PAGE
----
Network Rail procurement boss Ian Ballantine has told Civils 2007 that his organisation is to 'manoeuvre from being more adversarial, to developing and becoming a lot more collaborative'.
Ballentine, speaking at a technical seminar organised by the Civil Engineering Contractors Association, said that the adversarial approach was no longer appropriate.
"I don't think it's a question of having to be adversarial. That doesn't deliver value; all it does is squeeze the pound notes out of people's profits."
"It's about understanding the environment that you're in, what you need, and getting the right people, incentives and processes in place to deliver.
"As a business, we at Network Rail are looking to manoeuvre from being more adversarial, to developing and becoming a lot more collaborative in our environment."
Ballentine was responding to CECA chairman Peter Andrews' call for clients to show more "openess and trust".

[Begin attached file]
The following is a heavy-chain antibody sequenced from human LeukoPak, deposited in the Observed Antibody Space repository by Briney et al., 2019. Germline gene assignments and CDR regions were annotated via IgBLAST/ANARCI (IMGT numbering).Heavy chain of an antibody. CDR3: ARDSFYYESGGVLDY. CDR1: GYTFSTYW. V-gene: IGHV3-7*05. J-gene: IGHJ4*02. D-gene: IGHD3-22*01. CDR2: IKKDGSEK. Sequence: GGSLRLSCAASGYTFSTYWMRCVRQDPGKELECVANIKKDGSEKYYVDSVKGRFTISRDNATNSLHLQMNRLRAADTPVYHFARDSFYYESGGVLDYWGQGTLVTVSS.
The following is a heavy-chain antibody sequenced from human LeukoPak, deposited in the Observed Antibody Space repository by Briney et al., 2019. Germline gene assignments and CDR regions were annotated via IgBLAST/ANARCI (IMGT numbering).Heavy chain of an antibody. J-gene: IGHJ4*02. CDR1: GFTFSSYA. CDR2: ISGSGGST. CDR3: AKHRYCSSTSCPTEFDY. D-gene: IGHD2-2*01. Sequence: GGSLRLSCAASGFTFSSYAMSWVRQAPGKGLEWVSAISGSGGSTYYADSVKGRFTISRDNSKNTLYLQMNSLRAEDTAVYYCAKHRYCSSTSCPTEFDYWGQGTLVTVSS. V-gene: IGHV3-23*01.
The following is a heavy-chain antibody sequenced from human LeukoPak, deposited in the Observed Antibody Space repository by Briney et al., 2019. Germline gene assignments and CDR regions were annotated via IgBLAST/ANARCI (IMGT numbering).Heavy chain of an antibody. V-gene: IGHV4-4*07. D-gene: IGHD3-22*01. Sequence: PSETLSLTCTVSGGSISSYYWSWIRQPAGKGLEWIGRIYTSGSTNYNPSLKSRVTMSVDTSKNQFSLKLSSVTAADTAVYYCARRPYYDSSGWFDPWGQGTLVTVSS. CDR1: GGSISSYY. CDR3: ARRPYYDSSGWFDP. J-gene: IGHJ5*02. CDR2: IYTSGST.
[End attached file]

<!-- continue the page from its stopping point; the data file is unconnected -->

"I think openness and trust are two of the key guides," he said. "It needs a lot of work, and a lot of endeavour to build that level of trust, but in my opinion it is worth it."
But Andrews admitted there can be great difficulties in implementing such major changes.
"One of the things you do see from Network Rail is a very coordinated approach from the top of the business, and I think an approach that's based on all the right values, not only for Network Rail, but for most of the time for the supply chain.
"But bringing that cultural change right down through the business, however keen you are at the top, is actually quite difficult. People have been steeped in the old systems for years."
Ballentine agreed, and remained cautious on progress: "There are things that we are going to put in place first before we just suddenly say we are now being collaborative. We're going down that route in a way that makes sure that we maintain control at all times and can demonstrate to the board that we and the supply chain are delivering best value."